What is Oxygen Therapy?

Oxygen Therapy refers to breathing high levels of oxygen in a pressure chamber known as a Barochamber. The chamber can be pressurised up to twice normal atmospheric pressure.  The pressure inside is increased using compressed air and oxygen is supplied through a built-in breathing system, rather like the technology used in a commercial aircraft.

The Importance of Pressure

The air we normally breathe is about 21% oxygen but because oxygen is poorly soluble in blood, we use only a small percentage of it. When pure oxygen is breathed under pressure there can be more than a tenfold increase in the amount of oxygen carried in the blood stream.

Pressure allows other liquids in the body, such as plasma, to absorb oxygen and carry it to where it would not normally reach. Recent research has also found that a course of 20 sessions can increase the amount of T-cells (the building blocks of life) in the circulation by eightfold.

How does breathing high levels of Oxygen help?

Oxygen is used to gain energy from glucose which builds cells and powers muscles.  Latest research shows that it regulates at least 84 genes.  It controls a wide range of actions and blood flow delivers it to swollen or damaged tissues.

It is the agent controlling inflammation, and inflammation is the process with which the body controls infection.  When infection causes oxygen levels to fall, white cells are attracted to the area.

These white cells use oxygen to form free radicals which kill infective agents.  The immune response identifies damaged tissue and begins the repair process by removing the damaged cells.  If oxygen levels are too low, there is insufficient energy to allow the repair and the tissue becomes chronically inflamed.  This is what happens in a number of diseases, like MS and Rheumatoid Arthritis.  Studies have shown that inflammation can be reduced by giving high levels of oxygen, leading to repair and recovery.

Oxygen cannot be patented and there is no funding to market it, so little is done by drug companies etc., to promote its benefits.

What is a Treatment Session like?

The treatment is simple, non-invasive and handled with care by the operators.  The member’s safety and comfort is paramount.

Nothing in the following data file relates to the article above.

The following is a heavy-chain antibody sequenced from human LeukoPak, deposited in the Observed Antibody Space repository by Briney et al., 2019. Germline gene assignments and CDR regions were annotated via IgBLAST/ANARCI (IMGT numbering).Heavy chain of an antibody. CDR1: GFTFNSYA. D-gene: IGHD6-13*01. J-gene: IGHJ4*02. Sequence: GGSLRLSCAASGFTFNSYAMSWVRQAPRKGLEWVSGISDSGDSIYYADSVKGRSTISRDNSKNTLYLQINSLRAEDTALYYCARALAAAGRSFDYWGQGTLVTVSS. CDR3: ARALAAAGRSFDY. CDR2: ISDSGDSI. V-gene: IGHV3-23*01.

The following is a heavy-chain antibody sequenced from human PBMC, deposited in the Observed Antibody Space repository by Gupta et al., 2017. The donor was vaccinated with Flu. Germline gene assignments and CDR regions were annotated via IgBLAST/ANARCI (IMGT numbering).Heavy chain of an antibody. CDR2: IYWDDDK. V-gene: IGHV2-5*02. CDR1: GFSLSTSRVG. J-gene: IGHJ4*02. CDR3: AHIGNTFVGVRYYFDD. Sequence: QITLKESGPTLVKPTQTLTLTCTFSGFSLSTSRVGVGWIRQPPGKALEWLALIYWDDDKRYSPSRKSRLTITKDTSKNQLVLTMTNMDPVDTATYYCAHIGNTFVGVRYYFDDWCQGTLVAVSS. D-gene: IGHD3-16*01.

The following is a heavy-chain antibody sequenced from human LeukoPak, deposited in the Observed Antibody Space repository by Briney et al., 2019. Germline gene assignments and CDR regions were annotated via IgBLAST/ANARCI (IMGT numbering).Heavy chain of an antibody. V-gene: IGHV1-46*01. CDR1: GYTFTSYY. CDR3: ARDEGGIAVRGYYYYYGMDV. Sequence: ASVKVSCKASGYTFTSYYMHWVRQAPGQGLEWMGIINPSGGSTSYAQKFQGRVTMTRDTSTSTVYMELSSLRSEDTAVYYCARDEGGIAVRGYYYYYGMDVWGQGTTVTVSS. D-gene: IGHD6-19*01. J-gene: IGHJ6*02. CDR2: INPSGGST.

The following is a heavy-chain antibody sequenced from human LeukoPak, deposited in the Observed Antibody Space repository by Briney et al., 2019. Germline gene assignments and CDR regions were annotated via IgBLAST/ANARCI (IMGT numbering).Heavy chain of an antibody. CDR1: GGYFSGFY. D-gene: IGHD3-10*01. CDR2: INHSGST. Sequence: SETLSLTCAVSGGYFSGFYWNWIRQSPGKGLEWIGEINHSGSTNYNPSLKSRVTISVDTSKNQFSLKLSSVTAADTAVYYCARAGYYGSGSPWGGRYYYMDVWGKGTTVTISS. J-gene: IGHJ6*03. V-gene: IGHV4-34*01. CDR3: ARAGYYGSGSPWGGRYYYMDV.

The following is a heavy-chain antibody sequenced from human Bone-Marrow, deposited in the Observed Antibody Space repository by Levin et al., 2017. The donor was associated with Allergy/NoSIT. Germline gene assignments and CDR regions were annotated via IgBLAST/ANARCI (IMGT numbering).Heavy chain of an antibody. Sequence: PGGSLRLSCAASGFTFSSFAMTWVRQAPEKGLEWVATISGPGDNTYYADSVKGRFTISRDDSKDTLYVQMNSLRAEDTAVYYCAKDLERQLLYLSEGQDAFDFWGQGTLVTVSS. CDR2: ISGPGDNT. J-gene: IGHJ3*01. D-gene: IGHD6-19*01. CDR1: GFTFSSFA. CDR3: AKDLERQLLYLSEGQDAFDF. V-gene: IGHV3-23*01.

Members enter the chamber and are assisted with masks and made comfortable.  The door is closed and you hear the sound of incoming air as the pressure increases.  It will get slightly warmer and you will feel a fullness in the ears, similar to ascending or descending in an aircraft.  This can be cleared by using a prescribed technique, or by jaw moving, swallowing or talking.

The treatment begins when the required pressure, or depth, is reached and members are asked to put on their mask.  A constant audio/visual watch is kept by the operator and time checks are given.  Slight adjustments to pressure or oxygen levels may be needed but you will be informed, and these are nothing to worry about.

At the conclusion of the session members are asked to remove the mask and then they are returned to the ambient atmosphere.  A drop in temperature is felt during decompression.  The door is opened and you will be assisted from the chamber.  A complete session can take between 75 to 85 minutes.

For members safety, certain items are not permitted in the chamber, and a list of these can be found posted in the Chamber Room.

Maintenance, Top-up and Extra Sessions

Following the initial course of treatment, maintenance sessions are recommended and should continue twice weekly, weekly, or at least fortnightly, at an appropriate pressure found satisfactory for the member.

On occasions, two sessions a day can also be found to be most beneficial as an extra top-up.

Oxygen treatment is a long term commitment.  Research shows that it can slow down the progress of MS and help in the recovery if an attack should occur.  Some members have been using this treatment for 30 years and are convinced of its benefits.

Are there any side effects?

Usually oxygen treatment has very few side effects on the body. However, the change in pressure may cause some ear or sinus discomfort.  This can usually be cleared by using the Valsalva manoeuvre, which will be explained by the operator before treatment is commenced.

Oxygen treatment has been used in the NHS for over 50 years.  It is now used in the wider community for treating people with MS, and many people with a wide range of problems.  Since 1982, more than 2 million sessions in Registered Centres have taken place with no serious problem or incident.

What if I can’t go under pressure?

The pressurised environment is not suitable for everyone, for example if you are taking certain medications, have issues with your ears, or when you have a cold. In this instance we would recommend our Oxygen Concentrators, which provide High Dosage Oxygen at normal atmospheric pressure. Please see the Oxygen Concentrator information sheet, or get in touch for further information.

Just some of the other Conditions we can help

Allergy, Arthritis, Asthma, Autism, Back injury/pain, Bedsores, some Cancers, Cerebral Palsy, CO poisoning, Diabetic feet, Epilepsy, Fibromyalgia, Fractures, IBS, Leg Ulcers, Lupus, ME/CFS, Meniers, Migraine, MND, Post polio, Radiation necrosis, Reynauds, Spinal cord injury, Spondylosis, Sports injuries, Tinnitus, Unhealed wounds, and many, many more.